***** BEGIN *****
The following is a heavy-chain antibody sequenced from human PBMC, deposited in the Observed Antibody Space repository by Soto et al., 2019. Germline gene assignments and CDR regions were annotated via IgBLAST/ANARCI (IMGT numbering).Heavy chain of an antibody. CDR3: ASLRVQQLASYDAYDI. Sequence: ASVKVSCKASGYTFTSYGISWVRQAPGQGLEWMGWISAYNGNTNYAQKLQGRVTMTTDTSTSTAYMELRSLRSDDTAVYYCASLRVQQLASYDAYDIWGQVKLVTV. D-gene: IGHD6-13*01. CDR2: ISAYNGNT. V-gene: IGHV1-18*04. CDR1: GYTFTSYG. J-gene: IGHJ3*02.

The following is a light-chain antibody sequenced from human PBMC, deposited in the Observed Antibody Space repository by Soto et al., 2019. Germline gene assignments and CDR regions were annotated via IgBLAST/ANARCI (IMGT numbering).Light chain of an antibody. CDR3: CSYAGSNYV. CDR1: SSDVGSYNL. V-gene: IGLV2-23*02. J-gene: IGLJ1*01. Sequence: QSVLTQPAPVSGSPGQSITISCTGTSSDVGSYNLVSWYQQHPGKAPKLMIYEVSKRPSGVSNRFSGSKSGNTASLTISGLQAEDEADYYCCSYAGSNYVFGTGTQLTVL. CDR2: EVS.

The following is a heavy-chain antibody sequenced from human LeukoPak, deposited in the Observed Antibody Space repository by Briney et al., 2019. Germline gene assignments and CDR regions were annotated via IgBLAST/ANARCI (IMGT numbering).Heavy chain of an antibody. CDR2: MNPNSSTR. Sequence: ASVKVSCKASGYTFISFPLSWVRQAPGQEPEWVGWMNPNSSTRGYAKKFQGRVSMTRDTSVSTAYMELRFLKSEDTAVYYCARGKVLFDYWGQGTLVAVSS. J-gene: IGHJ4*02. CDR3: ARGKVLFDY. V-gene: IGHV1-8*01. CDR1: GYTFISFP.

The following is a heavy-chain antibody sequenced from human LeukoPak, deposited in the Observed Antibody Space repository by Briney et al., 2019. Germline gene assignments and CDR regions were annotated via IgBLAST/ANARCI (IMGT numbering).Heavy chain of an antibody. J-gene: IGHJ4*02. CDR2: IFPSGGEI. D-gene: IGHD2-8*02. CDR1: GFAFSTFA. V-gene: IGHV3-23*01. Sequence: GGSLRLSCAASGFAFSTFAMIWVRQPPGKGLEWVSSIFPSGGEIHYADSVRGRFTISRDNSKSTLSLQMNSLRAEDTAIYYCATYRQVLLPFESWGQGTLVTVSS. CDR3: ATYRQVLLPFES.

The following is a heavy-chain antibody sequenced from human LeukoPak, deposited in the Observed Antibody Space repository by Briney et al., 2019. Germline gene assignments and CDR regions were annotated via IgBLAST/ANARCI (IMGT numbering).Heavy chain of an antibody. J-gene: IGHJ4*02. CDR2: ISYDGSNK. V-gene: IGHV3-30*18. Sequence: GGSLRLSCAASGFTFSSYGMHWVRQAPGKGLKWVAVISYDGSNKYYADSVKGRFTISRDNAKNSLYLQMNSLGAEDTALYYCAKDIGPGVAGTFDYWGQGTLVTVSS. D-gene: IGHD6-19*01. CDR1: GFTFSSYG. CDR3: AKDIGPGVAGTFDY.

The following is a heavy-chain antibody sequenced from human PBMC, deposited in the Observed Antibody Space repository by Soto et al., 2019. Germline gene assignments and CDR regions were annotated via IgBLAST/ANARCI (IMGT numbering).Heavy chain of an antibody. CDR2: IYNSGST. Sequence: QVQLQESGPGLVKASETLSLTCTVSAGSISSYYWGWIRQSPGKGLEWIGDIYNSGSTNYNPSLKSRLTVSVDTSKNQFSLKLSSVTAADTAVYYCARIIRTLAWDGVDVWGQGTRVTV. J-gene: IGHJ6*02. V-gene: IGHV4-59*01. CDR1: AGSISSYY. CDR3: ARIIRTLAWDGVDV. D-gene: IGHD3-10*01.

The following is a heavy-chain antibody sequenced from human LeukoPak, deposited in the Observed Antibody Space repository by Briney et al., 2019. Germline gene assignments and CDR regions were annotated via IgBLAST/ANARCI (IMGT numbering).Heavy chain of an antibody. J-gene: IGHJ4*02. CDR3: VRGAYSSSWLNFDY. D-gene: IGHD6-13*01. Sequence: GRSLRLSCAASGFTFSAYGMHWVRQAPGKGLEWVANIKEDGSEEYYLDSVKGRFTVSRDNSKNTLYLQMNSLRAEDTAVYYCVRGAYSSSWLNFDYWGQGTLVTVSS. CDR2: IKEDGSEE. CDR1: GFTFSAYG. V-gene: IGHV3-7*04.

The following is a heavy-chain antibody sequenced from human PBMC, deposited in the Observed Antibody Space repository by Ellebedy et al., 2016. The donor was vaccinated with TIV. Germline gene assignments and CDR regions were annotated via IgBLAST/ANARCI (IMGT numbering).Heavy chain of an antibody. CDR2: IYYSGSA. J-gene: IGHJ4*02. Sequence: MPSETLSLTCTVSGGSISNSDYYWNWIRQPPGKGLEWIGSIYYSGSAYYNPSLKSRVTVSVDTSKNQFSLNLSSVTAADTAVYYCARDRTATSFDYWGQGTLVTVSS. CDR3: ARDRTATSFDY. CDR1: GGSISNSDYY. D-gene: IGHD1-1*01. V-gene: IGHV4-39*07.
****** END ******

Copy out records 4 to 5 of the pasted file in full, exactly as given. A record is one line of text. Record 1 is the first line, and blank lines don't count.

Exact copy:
The following is a heavy-chain antibody sequenced from human LeukoPak, deposited in the Observed Antibody Space repository by Briney et al., 2019. Germline gene assignments and CDR regions were annotated via IgBLAST/ANARCI (IMGT numbering).Heavy chain of an antibody. J-gene: IGHJ4*02. CDR2: IFPSGGEI. D-gene: IGHD2-8*02. CDR1: GFAFSTFA. V-gene: IGHV3-23*01. Sequence: GGSLRLSCAASGFAFSTFAMIWVRQPPGKGLEWVSSIFPSGGEIHYADSVRGRFTISRDNSKSTLSLQMNSLRAEDTAIYYCATYRQVLLPFESWGQGTLVTVSS. CDR3: ATYRQVLLPFES.

The following is a heavy-chain antibody sequenced from human LeukoPak, deposited in the Observed Antibody Space repository by Briney et al., 2019. Germline gene assignments and CDR regions were annotated via IgBLAST/ANARCI (IMGT numbering).Heavy chain of an antibody. J-gene: IGHJ4*02. CDR2: ISYDGSNK. V-gene: IGHV3-30*18. Sequence: GGSLRLSCAASGFTFSSYGMHWVRQAPGKGLKWVAVISYDGSNKYYADSVKGRFTISRDNAKNSLYLQMNSLGAEDTALYYCAKDIGPGVAGTFDYWGQGTLVTVSS. D-gene: IGHD6-19*01. CDR1: GFTFSSYG. CDR3: AKDIGPGVAGTFDY.